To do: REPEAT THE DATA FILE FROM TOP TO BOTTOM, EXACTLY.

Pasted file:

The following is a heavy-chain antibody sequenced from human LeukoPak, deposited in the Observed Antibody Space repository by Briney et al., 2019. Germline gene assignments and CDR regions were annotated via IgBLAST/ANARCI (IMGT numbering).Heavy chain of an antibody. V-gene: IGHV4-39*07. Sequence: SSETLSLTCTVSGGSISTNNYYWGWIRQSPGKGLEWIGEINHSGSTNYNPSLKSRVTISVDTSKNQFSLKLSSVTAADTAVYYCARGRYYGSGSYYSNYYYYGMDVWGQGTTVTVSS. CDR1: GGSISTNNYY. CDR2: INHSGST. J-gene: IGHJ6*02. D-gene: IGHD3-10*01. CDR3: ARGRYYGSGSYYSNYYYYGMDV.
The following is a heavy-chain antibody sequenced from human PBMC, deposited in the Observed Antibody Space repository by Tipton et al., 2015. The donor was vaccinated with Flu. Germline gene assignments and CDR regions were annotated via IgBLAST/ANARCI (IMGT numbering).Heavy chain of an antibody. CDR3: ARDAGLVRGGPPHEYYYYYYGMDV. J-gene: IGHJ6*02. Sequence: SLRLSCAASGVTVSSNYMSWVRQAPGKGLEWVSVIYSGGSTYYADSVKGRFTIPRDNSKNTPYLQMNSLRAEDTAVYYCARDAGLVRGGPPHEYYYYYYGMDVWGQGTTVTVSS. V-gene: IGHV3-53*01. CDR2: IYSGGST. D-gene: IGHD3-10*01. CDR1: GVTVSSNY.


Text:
The following is a heavy-chain antibody sequenced from human LeukoPak, deposited in the Observed Antibody Space repository by Briney et al., 2019. Germline gene assignments and CDR regions were annotated via IgBLAST/ANARCI (IMGT numbering).Heavy chain of an antibody. V-gene: IGHV4-39*07. Sequence: SSETLSLTCTVSGGSISTNNYYWGWIRQSPGKGLEWIGEINHSGSTNYNPSLKSRVTISVDTSKNQFSLKLSSVTAADTAVYYCARGRYYGSGSYYSNYYYYGMDVWGQGTTVTVSS. CDR1: GGSISTNNYY. CDR2: INHSGST. J-gene: IGHJ6*02. D-gene: IGHD3-10*01. CDR3: ARGRYYGSGSYYSNYYYYGMDV.
The following is a heavy-chain antibody sequenced from human PBMC, deposited in the Observed Antibody Space repository by Tipton et al., 2015. The donor was vaccinated with Flu. Germline gene assignments and CDR regions were annotated via IgBLAST/ANARCI (IMGT numbering).Heavy chain of an antibody. CDR3: ARDAGLVRGGPPHEYYYYYYGMDV. J-gene: IGHJ6*02. Sequence: SLRLSCAASGVTVSSNYMSWVRQAPGKGLEWVSVIYSGGSTYYADSVKGRFTIPRDNSKNTPYLQMNSLRAEDTAVYYCARDAGLVRGGPPHEYYYYYYGMDVWGQGTTVTVSS. V-gene: IGHV3-53*01. CDR2: IYSGGST. D-gene: IGHD3-10*01. CDR1: GVTVSSNY.